Miguel Enriquez-Velasco v. Eric Holder, Jr.

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OPINION filed : The petition for review is DENIED, decision not for publication. Karen Nelson Moore, Circuit Judge; David W. McKeague, Circuit Judge and William H. Stafford, U.S. District Judge (AUTHORING). **The opinion file number and a typo (striking of an "a") on page 3 have been corrected in the newly attached opinion.--[Edited 07/17/2014 by CL]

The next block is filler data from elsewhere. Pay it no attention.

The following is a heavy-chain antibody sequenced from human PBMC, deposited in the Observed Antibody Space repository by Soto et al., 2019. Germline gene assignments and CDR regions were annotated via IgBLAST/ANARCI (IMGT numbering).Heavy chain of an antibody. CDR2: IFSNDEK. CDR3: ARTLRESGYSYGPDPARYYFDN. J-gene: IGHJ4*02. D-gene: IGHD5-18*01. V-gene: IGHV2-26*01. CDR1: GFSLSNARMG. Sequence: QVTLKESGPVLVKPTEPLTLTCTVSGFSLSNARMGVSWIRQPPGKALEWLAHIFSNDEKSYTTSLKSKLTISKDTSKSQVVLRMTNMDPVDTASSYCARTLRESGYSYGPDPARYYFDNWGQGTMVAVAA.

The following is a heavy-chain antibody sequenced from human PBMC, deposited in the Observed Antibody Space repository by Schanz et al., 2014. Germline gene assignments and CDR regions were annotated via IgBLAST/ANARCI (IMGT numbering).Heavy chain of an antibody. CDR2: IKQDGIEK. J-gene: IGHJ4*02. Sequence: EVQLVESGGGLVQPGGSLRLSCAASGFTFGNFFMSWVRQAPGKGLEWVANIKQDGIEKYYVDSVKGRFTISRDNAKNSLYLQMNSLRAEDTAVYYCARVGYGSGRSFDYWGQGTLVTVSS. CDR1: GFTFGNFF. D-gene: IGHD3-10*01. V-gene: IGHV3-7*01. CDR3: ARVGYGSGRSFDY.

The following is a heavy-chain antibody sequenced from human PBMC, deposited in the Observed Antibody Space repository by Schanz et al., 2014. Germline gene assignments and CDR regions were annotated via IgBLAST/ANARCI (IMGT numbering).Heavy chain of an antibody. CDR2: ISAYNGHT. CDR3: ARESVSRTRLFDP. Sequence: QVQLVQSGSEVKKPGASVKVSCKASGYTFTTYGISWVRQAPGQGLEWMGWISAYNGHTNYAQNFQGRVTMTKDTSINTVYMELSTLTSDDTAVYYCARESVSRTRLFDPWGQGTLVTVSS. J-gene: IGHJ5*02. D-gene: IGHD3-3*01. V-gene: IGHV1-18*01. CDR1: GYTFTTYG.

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Case: 13-3864 Document: 24-3 Filed: 07/17/2014 Page: 1 NOT RECOMMENDED FOR FULL-TEXT PUBLICATION File Name: 14a0525n.06 FILED No. 13-3864 Jul 17, 2014 UNITED STATES COURT OF APPEALS FOR THE SIXTH CIRCUIT MIGUEL ENRIQUEZ-VELASCO ) ) ) ) ) ) ) ) ) ) Petitioner, v. ERIC H. HOLDER, JR., Attorney General, Respondent. DEBORAH S. HUNT, Clerk ON PETITION FOR REVIEW FROM THE BOARD OF IMMIGRATION APPEALS / BEFORE: MOORE and McKEAGUE, Circuit Judges; and STAFFORD, District Judge.* STAFFORD, District Judge. Miguel Enriquez-Velasco (“Petitioner”), a native and citizen of Mexico, petitions for review of a final order of the Board of Immigration Appeals (the “Board”) denying his motion to reopen his removal proceedings. We have jurisdiction under 8 U.S.C. § 1252(a), and we deny the petition for review. I. Petitioner entered the United States in 1999 without being admitted or paroled. On July 12, 2009, Petitioner was arrested for possession of drugs (marijuana) and possession of drug paraphernalia (a rolled-twenty-dollar bill) in violation of Ohio law. Four days after his arrest, * The Honorable William H. Stafford, Jr., Senior United States District Judge for the Northern District of Florida, sitting by designation. Case: 13-3864 Document: 24-3 Filed: 07/17/2014 Page: 2 No. 13-3864, Enriquez-Velasco v. Holder Petitioner pleaded guilty to possession of drug paraphernalia—a fourth-degree misdemeanor under Ohio Rev. Code § 2925.14(C)(1)—and was sentenced to thirty (30) days in the Warren County Jail. The drug possession charge was dismissed. When he was released from custody, Petitioner was turned over to Immigration and Customs Enforcement, an agency within the Department of Homeland Security (“DHS”). On July 20, 2009, DHS initiated removal proceedings against Petitioner by issuing a Notice to Appear, charging that Petitioner was subject to removal as “an alien present in the United States without being admitted or paroled” pursuant to § 212(a)(6)(A)(i) of the Immigration and Nationality Act (“INA”). 8 U.S.C. § 1182(a)(6)(A)(i). On February 24, 2010, Petitioner appeared before an immigration judge (“IJ”) and conceded removability under § 1182(a)(6)(A)(i). The hearing was adjourned after Petitioner’s counsel advised the IJ that Petitioner would be filing an application for cancellation of removal. On January 6, 2011, Petitioner again appeared before the IJ, this time to address his application for cancellation of removal. DHS moved to pretermit Petitioner’s application for cancellation of removal on the ground that his drug paraphernalia conviction under Ohio Rev. Code § 2925.14(C)(1) rendered him ineligible for cancellation of removal pursuant to INA § 240A(b)(1)(C). 8 U.S.C. § 1229b(b).1 After being advised that Petitioner did not dispute his conviction for possession of drug paraphernalia, the IJ denied Petitioner’s application for cancellation of removal on the ground urged by DHS—namely, that Petitioner’s state-court drug-paraphernalia conviction made him ineligible for cancellation of removal. On appeal, the Board upheld the IJ's 1 To be eligible for cancellation of removal, an alien has the burden of proving that he “has not been convicted of an offense under section 1182(a)(2) . . . of this title.” 8 U.S.C. § 1229b(b)(1)(C). A “section 1182(a)(2)” offense includes “a violation of . . . any law or regulation of a State . . . relating to a controlled substance (as defined in section 802 of Title 21).” INA § 212(a)(2)(A)(i)(II); 8 U.S.C. § 1182(a)(2)(A)(i)(II). Case: 13-3864 Document: 24-3 Filed: 07/17/2014 Page: 3 No. 13-3864, Enriquez-Velasco v. Holder determination that Petitioner failed to meet his burden of showing that his state conviction for possession of drug paraphernalia did not disqualify him for cancellation of removal under the INA. The Board accordingly dismissed Petitioner’s appeal. Petitioner did not seek review of the Board’s decision in this Court. On May 1, 2013, Petitioner filed a timely motion to reopen with the Board, asking for reconsideration of his eligibility for cancellation of removal in light of the Supreme Court’s April 23, 2013, decision in Moncrieffe v. Holder, 133 S. Ct. 1678 (2013) (holding that, when determining whether an alien’s state conviction qualifies as an “aggravated felony” under the INA, the categorical approach must be used to determine whether the state offense is comparable to an offense listed in the INA). In essence, Petitioner argued that, under Moncrieffe, his Ohio drug-paraphernalia conviction did not render him inadmissible and ineligible for cancellation or removal because “a rolled 20 dollar bill” is not included in the federal definition of “drug paraphernalia” and because “a rolled 20 dollar bill” does not “categorically” fit within the definition of a corresponding federal offense.2 The Board denied Petitioner’s motion to reopen, explaining that Petitioner “has not established that the Supreme Court’s decision relating to whether a state drug conviction may constitute an aggravated felony under the [INA] effects [sic] the Immigration Judge’s determination that [Petitioner] has not established that he is statutorily eligible for cancellation of removal.” II. The only decision before this court is the Board’s denial of Petitioner’s motion to reopen. “A motion to reopen is a form of procedural relief that asks the Board to change its decision in light 2 There is no corresponding federal offense for simple possession of drug paraphernalia. Case: 13-3864 Document: 24-3 Filed: 07/17/2014 Page: 4 No. 13-3864, Enriquez-Velasco v. Holder of newly discovered evidence or a change in circumstances since the hearing.” Dada v. Mukasey, 554 U.S. 1, 12 (2008) (internal quotation marks omitted). We review the denial of a motion to reopen for an abuse of discretion. Haddad v. Gonzales, 437 F.3d 515, 517 (6th Cir. 2006). An abuse of discretion occurs when the denial of the motion to reopen was made “without a rational explanation, inexplicably departed from established policies, or rested on an impermissible basis such as invidious discrimination against a particular race or group.” Id. (citation & internal quotation marks omitted). “[Q]uestions of law are reviewed de novo, but we give substantial deference to the BIA’s interpretations of the INA and its accompanying regulations.” Kukalo v. Holder, 744 F.3d 395, 402 (6th Cir. 2011). Because the Board has broad discretion to grant or deny a motion to reopen, a party seeking to reopen his removal proceedings bears a heavy burden. Alizoti v. Gonzales, 477 F.3d 448, 451 (6th Cir. 2007). III. In his motion to reopen, Petitioner sought the Board’s reconsideration of his conviction and application for cancellation of removal in light of Moncrieffe, a newly-decided Supreme Court case. Petitioner made no reasoned argument, however, to support his assertion that, under Moncrieffe, his state conviction for possession of drug paraphernalia did not disqualify him from cancellation of removal. Indeed, he did little more than copy portions of the reporter-prepared syllabus preceding the Supreme Court’s decision in Moncrieffe, inserting facts relevant to his case in place of the facts pertinent to Moncrieffe. He altogether failed to explain how or why the analysis in Moncrieffe applies to his case. Despite the cursory nature of Petitioner’s motion, the Board considered the decision in Moncrieffe, concluding that Petitioner failed to establish that Moncrieffe in any way affected the Case: 13-3864 Document: 24-3 Filed: 07/17/2014 Page: 5 No. 13-3864, Enriquez-Velasco v. Holder decision regarding Petitioner’s failure to prove his eligibility for cancellation of removal. The Board distinguished Moncrieffe, which addressed the question of whether a state drug conviction “categorically fits within the 'generic' federal definition of a corresponding aggravated felony,” Moncrieffe, 133 S. Ct. at 1684, from Petitioner’s case, which concerns the question of whether a conviction for possession of drug paraphernalia constitutes a violation of state law “relating to” a controlled substance.3 Unpersuaded that Moncrieffe cast doubt on the IJ’s decision regarding the disqualifying effect of Petitioner’s Ohio drug-paraphernalia conviction, the Board denied the motion to reopen. Petitioner’s arguments before this court are equally unconvincing. Indeed, based upon our review of Moncrieffe, the parties’ briefs, and the administrative record, we find that Petitioner has failed to carry his heavy burden to establish that the Board abused its discretion in rejecting Petitioner’s Moncrieffe-based arguments and denying his motion to reopen.4 PETITION DENIED. 3 We note that the court in Rojas v. Att'y Gen. of the United States, 728 F.3d 203, 214-16 (3d Cir. 2013) (en banc), decided that the question presented in Moncrieffe was qualitatively different from the question of whether a state drug conviction "relates to" a controlled substance. While the Rojas court acknowledged that the categorical approach is typically used to determine whether one crime fits the generic definition of another crime, the court determined that the categorical approach is not appropriate when the question is whether a crime “relates to” a controlled substance. Id. In that instance, the court wrote, the categorical approach is a “red herring,” the use of which would produce “odd results.” Id. at 216, n.14. However, in Mellouli v. Holder, 719 F.3d 995,1000 (8th Cir. 2013), cert. granted, No.13-1034, 2014 WL 796807 (June 30, 2014), the Eighth Circuit endorsed the use of the categorical approach in determining if a state drug paraphernalia conviction is a violation of the law “relating to a controlled substance” within the meaning of 8 U.S.C. § 1227(a)(2)(B)(i). 4 Some states that have adopted the Uniform Controlled Substances Act have added a small number of substances to the hundreds of substances listed in the federal schedules. Asserting that Ohio is one such state, Petitioner argues—for the first time—that because the term “controlled substance” is defined more broadly by the State of Ohio than by the federal Controlled Substances Act, his conviction does not necessarily relate to a federally-controlled substance and, therefore, is not a conviction that makes him ineligible for cancellation of removal under 8 U.S.C. § 1182(a)(2)(A)(i)(II). Having been raised for the first time on appeal of the Board’s denial of Petitioner’s motion to reopen, this issue is not properly before us for review.